UKIP Leader Nigel Farage on why he admires Vladimir Putin

Nigel Farage Visits PragueVladimir Putin is the world leader who is most admired by the head of Britain’s anti-European Union party because of the Russian president’s “brilliant” handling of the Syria crisis, Nigel Farage said in an interview published on Monday.

“The way he played the whole Syria thing. Brilliant. Not that I approve of him politically. How many journalists in jail now?” the head of Britain’s UK Independence Party (UKIP) was quoted as saying.

Putin has kept Syrian President Bashar al-Assad in power, repeatedly blocked U.N. attempts to condemn him and supplied arms for the government side in a civil war in which over 100,000 people have died.

Farage also derided German chancellor Angela Merkel, calling her “miserable” and “cold”.

The most powerful female politician in the world got short shrift from Farage, who said: “She is incredibly cold. I always say – I agree this is a bit rude – but whatever you think of the public image of Merkel, in private she is even more miserable.”

Speaking to Tony Blair’s former spin doctor Alistair Campbell for GQ magazine, Farage explained: “I warm to more extrovert people.”

Britain’s top politicians also got a verbal lashing from the 49-year-old former trader. Labour’s leader Ed Miliband was described as “unworldly”; PM David Cameron as a “perfectly nice fellow who stands four square for nothing”; while Nick Clegg was “just wrong”.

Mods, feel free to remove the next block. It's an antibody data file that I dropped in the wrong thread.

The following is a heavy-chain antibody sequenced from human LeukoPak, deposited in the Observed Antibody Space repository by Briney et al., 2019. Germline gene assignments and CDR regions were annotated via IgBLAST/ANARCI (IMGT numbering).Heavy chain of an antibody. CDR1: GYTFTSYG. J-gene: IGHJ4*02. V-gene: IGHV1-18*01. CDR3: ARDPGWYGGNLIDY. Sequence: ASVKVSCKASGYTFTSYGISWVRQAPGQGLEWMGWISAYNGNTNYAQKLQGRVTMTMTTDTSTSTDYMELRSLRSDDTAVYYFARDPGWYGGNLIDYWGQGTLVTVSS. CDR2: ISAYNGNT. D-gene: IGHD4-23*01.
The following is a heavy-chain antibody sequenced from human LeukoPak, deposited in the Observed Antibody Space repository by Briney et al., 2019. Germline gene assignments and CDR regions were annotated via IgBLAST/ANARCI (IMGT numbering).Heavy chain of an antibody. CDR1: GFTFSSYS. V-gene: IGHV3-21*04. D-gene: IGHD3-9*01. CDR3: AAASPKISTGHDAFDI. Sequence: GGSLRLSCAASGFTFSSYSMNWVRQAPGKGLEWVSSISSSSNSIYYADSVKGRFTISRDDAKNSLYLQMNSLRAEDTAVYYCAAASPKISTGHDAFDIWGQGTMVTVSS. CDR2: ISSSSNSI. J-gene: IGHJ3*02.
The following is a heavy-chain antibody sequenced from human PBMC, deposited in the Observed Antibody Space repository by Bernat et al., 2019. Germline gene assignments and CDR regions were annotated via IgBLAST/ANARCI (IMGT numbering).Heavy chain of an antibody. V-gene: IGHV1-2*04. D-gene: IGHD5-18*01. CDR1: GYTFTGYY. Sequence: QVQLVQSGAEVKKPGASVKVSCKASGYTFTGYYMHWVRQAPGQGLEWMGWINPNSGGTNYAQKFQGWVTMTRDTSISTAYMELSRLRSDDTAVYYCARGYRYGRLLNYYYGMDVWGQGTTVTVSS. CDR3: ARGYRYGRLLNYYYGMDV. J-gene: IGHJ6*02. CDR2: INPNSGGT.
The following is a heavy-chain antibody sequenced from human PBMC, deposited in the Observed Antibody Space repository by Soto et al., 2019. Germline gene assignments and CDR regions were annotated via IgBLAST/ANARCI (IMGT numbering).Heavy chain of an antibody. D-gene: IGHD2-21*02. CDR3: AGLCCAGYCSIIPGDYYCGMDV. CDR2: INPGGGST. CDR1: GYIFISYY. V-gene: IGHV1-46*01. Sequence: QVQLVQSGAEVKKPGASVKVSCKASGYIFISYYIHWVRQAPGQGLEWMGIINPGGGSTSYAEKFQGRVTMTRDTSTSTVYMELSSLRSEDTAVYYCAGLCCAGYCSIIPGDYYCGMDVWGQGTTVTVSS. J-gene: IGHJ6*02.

Britain’s Deputy Prime Minister Nick Clegg, who last week went head-to-head with Farage in a televised policy debate about Europe, heavily criticised Farage’s comments.

“I just think it’s utterly grotesque that Nigel Farage apparently admires… Vladimir Putin, who has been the chief sponsor and protector of one of the most brutal dictators of the face of the planet, President Assad,” Clegg told reporters.

Farage, a former commodities trader who revels in stoking controversy, has lambasted the EU for its handling of the Ukraine crisis, saying the bloc had provoked Russia into intervention in its neighbour and had “blood on its hands”.

Those comments also drew censure from Britain’s political establishment, which accused Farage of being an apologist for Russia’s seizure of Ukraine’s Crimea Russian-majority region after mass protests toppled Ukraine’s pro-Russian president.

Western countries say Russia’s annexation of Crime is illegal under international law and have imposed punitive sanctions on Moscow.



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